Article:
The Tower Falls
It’s unknown whether anyone saw or heard it, but sometime during the morning hours of March 13, 2019, an 80 mile per hour wind gust sent a historic Rockwall landmark crashing to the ground. The Hartman windmill, which stood 65 feet tall behind the Rockwall County Historical Museum, was turned instantly into a mass of twisted metal lying forlornly across the back parking lot. There was little news coverage of the event, owing to the fact that the same storm did considerable damage to several homes in a nearby neighborhood.
The structure began its working life in 1866, pumping water from a well at a cotton gin near the corner of Hartman and Renfro streets. James Hartman and son Augustus, or “Gus”, ran the mill after their family moved from Tennessee to the Rockwall area following the end of the Civil War. Since Rockwall had no municipal water supply at the time, a well was needed to supply the steam-powered mill. A series of catchment ponds connected by a pipeline were created to store the water pumped from the well. This provided the consistent flow needed for mill operations. As the cotton industry began to decline in the early decades of the 20th century, the gin was eventually shut down and abandoned. The land was sold to developers in the late 70’s.
A Savior Steps Up
This is where Jerry Wimpee comes in. A lifelong Rockwall resident, Jerry remembers the windmill as a landmark from his childhood. One day, around 1980, he was driving down Renfro St. and noticed construction activity in the area. “I saw they had bulldozed the old wooden buildings down, and were getting ready to do something. I stopped and asked what they were going to do with the windmill. They said they were getting ready to take it down and haul it off to make room for the new houses they were building. I asked if they could wait. They said yes, but no longer than a couple of days. So I found a guy to move it and had it taken to my front yard. It stayed in my yard for years while I tried to figure out what to do with it. I just wanted it to be preserved somehow.”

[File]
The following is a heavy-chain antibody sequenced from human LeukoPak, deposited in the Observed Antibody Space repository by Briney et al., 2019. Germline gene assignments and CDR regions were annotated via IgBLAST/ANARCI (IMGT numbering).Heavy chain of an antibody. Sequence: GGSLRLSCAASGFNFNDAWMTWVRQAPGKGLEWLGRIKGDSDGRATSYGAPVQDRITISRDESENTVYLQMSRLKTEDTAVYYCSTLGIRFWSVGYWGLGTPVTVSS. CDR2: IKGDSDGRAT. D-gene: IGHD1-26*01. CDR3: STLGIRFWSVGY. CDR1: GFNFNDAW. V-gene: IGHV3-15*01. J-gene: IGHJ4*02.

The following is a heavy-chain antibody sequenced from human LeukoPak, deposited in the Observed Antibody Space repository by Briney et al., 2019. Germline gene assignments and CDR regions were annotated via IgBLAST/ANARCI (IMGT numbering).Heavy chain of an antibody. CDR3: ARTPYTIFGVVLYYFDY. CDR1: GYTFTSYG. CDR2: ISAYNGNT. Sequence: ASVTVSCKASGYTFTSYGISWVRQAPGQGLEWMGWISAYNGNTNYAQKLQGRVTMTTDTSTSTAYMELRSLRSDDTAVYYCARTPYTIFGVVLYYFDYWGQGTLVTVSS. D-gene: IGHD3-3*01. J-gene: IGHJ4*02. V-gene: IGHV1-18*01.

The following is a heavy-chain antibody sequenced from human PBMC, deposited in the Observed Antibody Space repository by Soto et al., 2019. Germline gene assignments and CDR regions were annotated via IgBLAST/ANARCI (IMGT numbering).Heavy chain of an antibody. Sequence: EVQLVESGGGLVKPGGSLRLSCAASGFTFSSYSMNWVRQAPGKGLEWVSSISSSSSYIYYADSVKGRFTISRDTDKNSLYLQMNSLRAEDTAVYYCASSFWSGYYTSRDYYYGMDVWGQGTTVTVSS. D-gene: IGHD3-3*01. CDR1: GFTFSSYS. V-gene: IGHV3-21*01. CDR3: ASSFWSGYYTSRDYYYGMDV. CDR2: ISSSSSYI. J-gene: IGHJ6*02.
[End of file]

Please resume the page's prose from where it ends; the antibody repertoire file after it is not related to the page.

Eventually, he was approached by a board member of the Rockwall Historical Foundation, who offered to buy it and donate it to the museum. “So they came and got it and put it up in the parking lot behind the building. That’s where it was until it got blown down.”
When museum curator Carolyn Holt got the call that the tower had come down, she knew that the first order of business was to get it out of the parking lot. It was a hazard, and blocked the entrance. The parks department helped to get it moved safely to the side while damage assessment was done. Then the search was on for someone qualified to repair an antique windmill and restore it to original appearance and functionality. It took more than a month, but such a person was found in the small town of Comanche, Texas. The structure was loaded onto a flatbed truck for the long trip west, where over a year of painstaking restoration has been completed.
According to Ms. Holt, the restored structure will be re-erected on the property in a location less likely to cause damage to nearby structures in the event of another collapse. The tower has also been shortened somewhat to reduce the fall radius. “We were lucky this time in that the tower missed any of the buildings it could have hit. We plan to bring that risk to zero when we put it back up.”
The structure is being stored on the Tate Farm outside of Rockwall. Once city inspections and permitting are complete, it will be moved back to its permanent home on the Historical Museum property.
Bob Lewis | Planet Rockwall